Water: Nonpoint Source Success Stories
Delaware: Trap Pond
Providing Technical Assistance and Better Managing Livestock Reduces Bacteria Levels
Waterbody ImprovedExcess bacteria from agricultural activities and failing septic systems impaired Trap Pond, one of Delaware's most important recreational resources. As a result, Delaware added the pond to its 1996 Clean Water Act (CWA) section 303(d) list of impaired waters. Providing technical assistance and implementing agricultural best management practices (BMPs) significantly reduced bacteria levels. Water quality improved, prompting Delaware to remove Trap Pond from its list of impaired waters in 2002.
Southern Delaware's Trap Pond is a tributary of Broad Creek, which drains to the Nanticoke River, which in turn flows into the Chesapeake Bay (Figure 1). Saunders Branch is the primary tributary to Trap Pond.
Surrounded by majestic stands of bald cypress (Figure 2) in the center of one of Delaware's state parks, Trap Pond supports abundant wildlife and offers exceptional recreation opportunities. Trap Pond State Park is home to the northernmost natural stand of bald cypress in the United States; one tree in the park is estimated to be more than 200 years old, is 127 feet tall, is almost 25 feet around, and has a 62-foot branch spread. The area also contains a 2,000-acre wetland, one of the largest surviving freshwater wetlands in Delaware.
Trap Pond was created in the late 1700s to power a sawmill. The area's bald cypress was coveted for its rot-resistant wood and harvested extensively throughout the 1700s. As a result, most of the bald cypress around Trap Pond is second-growth. After logging ceased, landowners enlarged the pond by installing drainage tiles to dry out the surrounding land for farming. In 1930, the federal government bought Trap Pond and the farmland surrounding it and brought in the Civilian Conservation Corps to develop the area for recreation.
Water quality monitoring data collected in 1990 and 1991 showed bacteria counts as high as 700 colony-forming units (cfu) per 100 milliliters (mL). The pond routinely exceeded Delaware's water quality standard, 100 cfu per 100 mL. A further study found that Saunders Branch, the major tributary to Trap Pond, had elevated bacteria and phosphorus levels. Sanitary surveys revealed that the two probable causes were direct discharges from failing septic systems and manure from livestock that had direct access to Saunders Branch or the drainage ditches feeding it. Based on this information, Delaware added the 88-acre Trap Pond to the 1996 CWA section 303(d) list of impaired waters for bacteria.
Delaware completed a total maximum daily load (TMDL) analysis for nutrients and dissolved oxygen in tributaries and ponds of the Nanticoke River and Broad Creek watersheds in 2000. Delaware developed a bacteria TMDL for the entire Chesapeake Bay drainage, including the Nanticoke River watershed, in 2006.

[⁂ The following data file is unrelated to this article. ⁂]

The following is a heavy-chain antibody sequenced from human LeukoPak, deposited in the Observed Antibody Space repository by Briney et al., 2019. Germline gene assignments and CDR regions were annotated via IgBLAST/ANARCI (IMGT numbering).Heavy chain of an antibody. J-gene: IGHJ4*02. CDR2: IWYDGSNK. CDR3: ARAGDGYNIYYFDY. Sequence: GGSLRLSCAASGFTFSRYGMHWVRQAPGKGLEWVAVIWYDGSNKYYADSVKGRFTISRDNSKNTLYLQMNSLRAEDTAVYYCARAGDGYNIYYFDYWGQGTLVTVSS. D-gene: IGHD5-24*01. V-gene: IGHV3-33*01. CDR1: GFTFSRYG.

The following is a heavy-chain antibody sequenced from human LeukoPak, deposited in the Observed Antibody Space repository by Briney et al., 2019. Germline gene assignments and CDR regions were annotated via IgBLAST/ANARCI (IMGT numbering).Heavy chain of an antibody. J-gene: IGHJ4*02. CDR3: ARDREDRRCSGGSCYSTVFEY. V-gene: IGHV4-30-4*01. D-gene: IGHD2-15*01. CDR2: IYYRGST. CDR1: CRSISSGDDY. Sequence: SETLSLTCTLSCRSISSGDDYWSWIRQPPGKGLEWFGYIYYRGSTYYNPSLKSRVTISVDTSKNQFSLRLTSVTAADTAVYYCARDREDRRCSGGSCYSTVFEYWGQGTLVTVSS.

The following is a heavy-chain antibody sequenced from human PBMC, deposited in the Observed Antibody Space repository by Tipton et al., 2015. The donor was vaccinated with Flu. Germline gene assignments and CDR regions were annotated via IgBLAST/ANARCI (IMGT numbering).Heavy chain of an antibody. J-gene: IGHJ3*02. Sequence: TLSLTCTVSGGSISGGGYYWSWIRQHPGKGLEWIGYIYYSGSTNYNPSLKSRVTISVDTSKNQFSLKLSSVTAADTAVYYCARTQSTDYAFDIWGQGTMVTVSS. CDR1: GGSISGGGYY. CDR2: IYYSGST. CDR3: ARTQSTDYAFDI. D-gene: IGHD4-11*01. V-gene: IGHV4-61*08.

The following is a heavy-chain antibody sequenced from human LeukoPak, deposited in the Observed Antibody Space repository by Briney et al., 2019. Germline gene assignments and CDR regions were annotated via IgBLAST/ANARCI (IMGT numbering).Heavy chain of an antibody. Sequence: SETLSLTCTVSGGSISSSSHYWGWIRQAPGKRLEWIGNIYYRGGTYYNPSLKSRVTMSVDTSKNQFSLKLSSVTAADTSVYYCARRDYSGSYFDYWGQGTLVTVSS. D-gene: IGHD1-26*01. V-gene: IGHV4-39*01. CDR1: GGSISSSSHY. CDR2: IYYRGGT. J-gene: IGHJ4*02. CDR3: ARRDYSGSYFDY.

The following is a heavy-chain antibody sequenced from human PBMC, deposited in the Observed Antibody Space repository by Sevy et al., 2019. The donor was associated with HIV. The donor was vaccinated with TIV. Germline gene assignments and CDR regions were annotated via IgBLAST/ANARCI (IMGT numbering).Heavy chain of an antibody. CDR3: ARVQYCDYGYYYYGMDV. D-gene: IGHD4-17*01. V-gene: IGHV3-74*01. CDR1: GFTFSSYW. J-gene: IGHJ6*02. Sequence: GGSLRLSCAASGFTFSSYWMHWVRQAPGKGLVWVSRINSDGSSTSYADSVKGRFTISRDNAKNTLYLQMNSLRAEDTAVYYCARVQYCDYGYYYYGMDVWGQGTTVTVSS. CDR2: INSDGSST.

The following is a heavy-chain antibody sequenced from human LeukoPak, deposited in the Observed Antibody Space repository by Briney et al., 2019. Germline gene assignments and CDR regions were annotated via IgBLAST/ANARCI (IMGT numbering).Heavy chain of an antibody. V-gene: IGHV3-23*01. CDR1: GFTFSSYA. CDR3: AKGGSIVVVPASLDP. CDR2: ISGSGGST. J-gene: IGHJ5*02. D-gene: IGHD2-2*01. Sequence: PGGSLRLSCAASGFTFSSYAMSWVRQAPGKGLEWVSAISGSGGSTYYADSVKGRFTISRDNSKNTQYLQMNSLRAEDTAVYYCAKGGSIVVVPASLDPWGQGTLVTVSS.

The first phase of the restoration project, conducted in the very early 1990s, involved notifying property owners of their leaking septic systems. The systems were quickly repaired or replaced, and the affected areas of Saunders Branch responded immediately with decreased bacteria levels.
The next phase addressed removing livestock access to Saunders Branch and its drainages. A 1991 CWA section 319 grant funded the salary of a Sussex County Conservation District conservation planner working specifically in the Trap Pond watershed. Although removing livestock access to drainage areas in the watershed was a key project component, the planner also provided technical assistance to farmers who wanted help in implementing agricultural BMPs and conducting nutrient management planning throughout the Trap Pond watershed.
The conservation planner worked with two large swine operations that were immediately adjacent to Saunders Branch. The first operation covered 1,000 acres and produced 9,800 finish hogs annually; the second covered 100 acres and produced 1,200 finish hogs annually. The conservation planner helped develop farm-wide conservation plans for both farms.
Farmers installed BMPs on 29 poultry operations in the Trap Pond watershed, including 23 manure storage structures, 19 composters and 2 dead bird incinerators. The Natural Resources Conservation Service's (NRCS) Conservation Reserve Enhancement Program (CREP) and Conservation Reserve Program supported planting of 2.4 acres of wildlife habitat, 18 acres of hardwood trees and 5.0 acres of grass buffers. Sussex County Conservation District planners continue to work with farmers throughout the watershed to provide ongoing technical assistance to ensure improved water quality.
Implementing BMPs throughout the watershed quickly reduced bacteria levels in Trap Pond. Monitoring data show that bacteria levels met the state water quality standard of 100 cfu per 100 mL beginning in 1992. Water quality data collected through 1999 show that bacteria levels in Trap Pond remained well below the state standards (Table 1). On the basis of these data, Delaware removed Trap Pond from the 2002 CWA section 303(d) list of impaired waters for bacteria.
Partners and Funding
The Trap Pond project was a partnership involving the Sussex County Conservation District, the Soil Conservation Service (now NRCS), and the Delaware Nonpoint Source Program. Approximately $84,000 in federal CWA section 319 funds supported the costs of a Sussex County Conservation District planner working strictly in the Trap Pond watershed. Additional funding was provided through the NRCS' Environmental Quality Incentive Program and CREP, and the state of Delaware's Conservation Cost Share Program.
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